Out of more than 200,000 lower back discectomies performed in the United States each year, only 10 percent result in recurrent disc herniation. This conclusion is based on follow-up visits over the months and years after the initial procedures. Therefore, the short answer is that it is not very easy to herniate a spinal disc again after having a microdiscectomy. This article explains some of the factors that determine whether another herniation may occur post-surgery.
How Well You Follow Post-Surgery Recommendations
This is one of the main factors that determines a patient’s odds of experiencing another herniation. Typically, patients are advised to get regular exercise, watch their posture, and follow a healthy diet. Additionally, if you are not mindful of recovery recommendations and guidelines, you may be more likely to damage the same spinal disc or another one in the same general area.
How Active You Are
If you are not active enough, spine-supporting muscles can weaken over time and place more pressure on spinal discs. However, if you are excessively active and not taking precautions, such as using a lumbar support belt and resting when you feel pain, you may be more likely to have a post-surgery herniation or reherniation.
How Much Disc Material Was Removed
It is not unusual for a surgeon to remove only the disc material that is irritating a nearby nerve root. This is done to preserve spinal stability and reduce or eliminate the need for accompanying spinal fusion surgery. However, the potential risk is that the disc may shift or become herniated again at some point after surgery.
Signs You May Have Another Herniation
It is important to know when to see your doctor or a spine specialist. Signs suggesting you may have another issue with a spinal disc herniation after having a microdiscectomy include:
• Lower back pain
• Radiating nerve pain that extends to nearby areas
• Symptoms similar to what you experienced before your microdiscectomy
• Pain that comes and goes
Preventing Another Herniation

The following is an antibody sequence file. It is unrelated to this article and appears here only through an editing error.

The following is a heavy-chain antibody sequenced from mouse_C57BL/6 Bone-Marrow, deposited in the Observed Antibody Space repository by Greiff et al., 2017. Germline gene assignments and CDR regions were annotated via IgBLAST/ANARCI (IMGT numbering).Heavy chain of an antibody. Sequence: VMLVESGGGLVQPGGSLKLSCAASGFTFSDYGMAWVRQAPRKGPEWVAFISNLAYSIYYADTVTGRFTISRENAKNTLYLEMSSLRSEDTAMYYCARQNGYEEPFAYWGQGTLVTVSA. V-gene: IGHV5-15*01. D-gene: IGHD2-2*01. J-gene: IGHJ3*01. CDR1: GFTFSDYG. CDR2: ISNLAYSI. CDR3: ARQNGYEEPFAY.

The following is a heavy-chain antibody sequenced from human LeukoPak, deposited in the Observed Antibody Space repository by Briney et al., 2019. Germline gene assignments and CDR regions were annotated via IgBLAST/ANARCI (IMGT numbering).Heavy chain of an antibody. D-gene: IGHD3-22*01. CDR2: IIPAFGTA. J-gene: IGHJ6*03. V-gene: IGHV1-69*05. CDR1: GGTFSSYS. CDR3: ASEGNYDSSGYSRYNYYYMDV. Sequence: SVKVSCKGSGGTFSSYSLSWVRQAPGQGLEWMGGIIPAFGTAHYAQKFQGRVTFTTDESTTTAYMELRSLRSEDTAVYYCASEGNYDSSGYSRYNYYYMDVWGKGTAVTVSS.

Having another herniation at some point later on is always a possibility. However, there are some steps you can take to reduce this risk. Start by finding forms of exercise that are gentle on your spine yet still effective. For example, water-based exercises such as water aerobics and swimming provide a sufficient workout without being overly strenuous. Additional steps you can take to keep your spine and its supporting discs healthy include:
• Not wearing excessively high heels or footwear that throws off your spine’s alignment
• Lifting properly by using your knees and not your back
• Getting sufficient sleep on a supportive mattress
• Watching your posture while walking and sleeping
• Maintaining a healthy weight
• Managing chronic conditions such as diabetes to increase circulation and keep your spinal discs healthy
• Drinking plenty of water throughout the day to keep your spongy spinal discs sufficiently hydrated
Although microdiscectomy surgery is generally a very successful procedure, patients with a larger hole in the outer ring of the disc have a significantly higher risk of reherniation following surgery. Often, the surgeon will not know the size of the hole until he or she begins surgery. A new treatment, Barricaid, which is a bone-anchored device proven to reduce reherniations, was specifically designed to close the large hole often left in the spinal disc after discectomy. This treatment is done immediately following the discectomy—during the same operation—and does not require any additional incisions or time in the hospital. In a large-scale study, 95 percent of Barricaid patients did not undergo a reoperation due to reherniation in the 2-year study timeframe.
If you have any questions about the Barricaid treatment or how to get access to Barricaid, ask your doctor or contact us at 844-288-7474.
For full benefit/risk information, please visit: https://www.barricaid.com/instructions.